Best problem sets:

Generally looks well suited to just about any "math heavy" problem 
with parallel execution opportunities.  Things with many large "Do 
loops" without one result being dependent on the prior result.  In
 climate models, many "grid / boxes" of iteration where each box 
depends on the PRIOR state of the box or nearby boxes, but not the
 presently changed state of the box next to it.  (So "compute the 
globe" then "iterate the globe", not things like "compute cell one, 
then use that to compute cell two, then use that to compute cell 
three...  Though their ought to be ways to 'unwind' that with some 

Language and Other Issues:

Only that CUDA is what is used for programming and it is 
all C oriented.  But see below for more about "options".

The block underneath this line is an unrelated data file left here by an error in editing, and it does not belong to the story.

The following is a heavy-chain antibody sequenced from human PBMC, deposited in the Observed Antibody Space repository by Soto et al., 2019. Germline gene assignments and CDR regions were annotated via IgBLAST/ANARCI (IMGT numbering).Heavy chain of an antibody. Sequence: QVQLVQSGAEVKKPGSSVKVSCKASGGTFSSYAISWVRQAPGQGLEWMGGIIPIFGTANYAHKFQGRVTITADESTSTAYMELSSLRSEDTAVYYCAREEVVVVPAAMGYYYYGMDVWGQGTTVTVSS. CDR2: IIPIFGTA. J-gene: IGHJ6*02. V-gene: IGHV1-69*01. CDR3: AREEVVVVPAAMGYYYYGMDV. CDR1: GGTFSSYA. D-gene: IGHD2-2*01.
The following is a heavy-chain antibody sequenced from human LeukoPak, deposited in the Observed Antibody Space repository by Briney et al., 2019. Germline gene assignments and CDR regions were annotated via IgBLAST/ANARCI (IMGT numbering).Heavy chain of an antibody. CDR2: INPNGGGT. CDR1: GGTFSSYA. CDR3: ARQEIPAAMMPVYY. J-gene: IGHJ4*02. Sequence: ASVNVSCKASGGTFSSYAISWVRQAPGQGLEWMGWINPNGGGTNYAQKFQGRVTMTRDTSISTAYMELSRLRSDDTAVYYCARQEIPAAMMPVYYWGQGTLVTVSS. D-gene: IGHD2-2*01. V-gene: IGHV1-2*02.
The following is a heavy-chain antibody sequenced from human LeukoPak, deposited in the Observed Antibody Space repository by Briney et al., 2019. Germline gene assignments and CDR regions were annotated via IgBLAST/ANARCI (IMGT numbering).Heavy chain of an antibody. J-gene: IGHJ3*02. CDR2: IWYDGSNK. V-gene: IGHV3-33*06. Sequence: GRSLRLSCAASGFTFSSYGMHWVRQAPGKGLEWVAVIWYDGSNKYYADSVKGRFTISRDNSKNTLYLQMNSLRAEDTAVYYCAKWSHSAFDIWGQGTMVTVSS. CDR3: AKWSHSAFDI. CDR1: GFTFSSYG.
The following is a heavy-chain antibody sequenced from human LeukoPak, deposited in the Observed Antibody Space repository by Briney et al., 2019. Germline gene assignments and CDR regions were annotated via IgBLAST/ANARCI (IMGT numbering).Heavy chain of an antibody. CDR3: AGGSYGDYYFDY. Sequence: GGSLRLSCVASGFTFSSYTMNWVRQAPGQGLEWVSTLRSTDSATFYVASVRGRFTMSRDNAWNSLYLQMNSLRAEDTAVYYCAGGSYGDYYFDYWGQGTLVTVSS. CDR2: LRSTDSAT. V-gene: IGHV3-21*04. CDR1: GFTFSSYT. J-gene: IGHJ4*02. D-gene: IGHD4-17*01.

Has an interesting observation about the board, and potential ‘overclock’ performance, or perhaps a different board:


This article:…nia/index.html

The last 2 pics show Jetson.. with a heatsink and a small fan.

The size of that heatsink.. K1 is probably running at least 20-30W+

I guess Tegra K1 when clocked conservatively will fit into a tablet, but in order to do all this automotive stuff, It is being clocked higher..

Nvidia states 326 GFLOP’s, but if I remember well, the GTC Audi guy said around 500 GFLOP’s were required for vehicle and pedestrian detection.


The device on the left looks to be Jetson Pro, not Jetson TK1. Jetson Pro a Tegra 3 board specifically designed for use with a discrete GPU and intended for automotive markets.…-platform.html

This is Jetson TK1:


Originally Posted by ViRGE View Post
This is Jetson TK1:
Actually, that’s more of an artistic mockup which leaves out the cooler. The Jetson K1 looks like this:


Actually, that’s more of an artistic mockup which leaves out the cooler. The Jetson K1 looks like this:

This image has been resized. Click this bar to view the full image. The original image is sized 565×400.

Well yeah. My point is that the real TK1 is a complete board in and of itself. It’s not a card like in the original picture.